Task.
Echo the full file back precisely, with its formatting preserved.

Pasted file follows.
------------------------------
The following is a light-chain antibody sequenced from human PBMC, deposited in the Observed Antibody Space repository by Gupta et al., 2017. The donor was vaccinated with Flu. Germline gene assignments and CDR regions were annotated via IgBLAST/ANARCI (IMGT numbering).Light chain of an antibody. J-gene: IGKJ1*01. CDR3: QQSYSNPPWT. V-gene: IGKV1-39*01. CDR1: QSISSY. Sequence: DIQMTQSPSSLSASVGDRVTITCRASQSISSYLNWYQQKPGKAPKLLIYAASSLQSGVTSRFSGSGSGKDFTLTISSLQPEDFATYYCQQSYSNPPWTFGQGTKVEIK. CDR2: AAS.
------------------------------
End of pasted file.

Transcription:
The following is a light-chain antibody sequenced from human PBMC, deposited in the Observed Antibody Space repository by Gupta et al., 2017. The donor was vaccinated with Flu. Germline gene assignments and CDR regions were annotated via IgBLAST/ANARCI (IMGT numbering).Light chain of an antibody. J-gene: IGKJ1*01. CDR3: QQSYSNPPWT. V-gene: IGKV1-39*01. CDR1: QSISSY. Sequence: DIQMTQSPSSLSASVGDRVTITCRASQSISSYLNWYQQKPGKAPKLLIYAASSLQSGVTSRFSGSGSGKDFTLTISSLQPEDFATYYCQQSYSNPPWTFGQGTKVEIK. CDR2: AAS.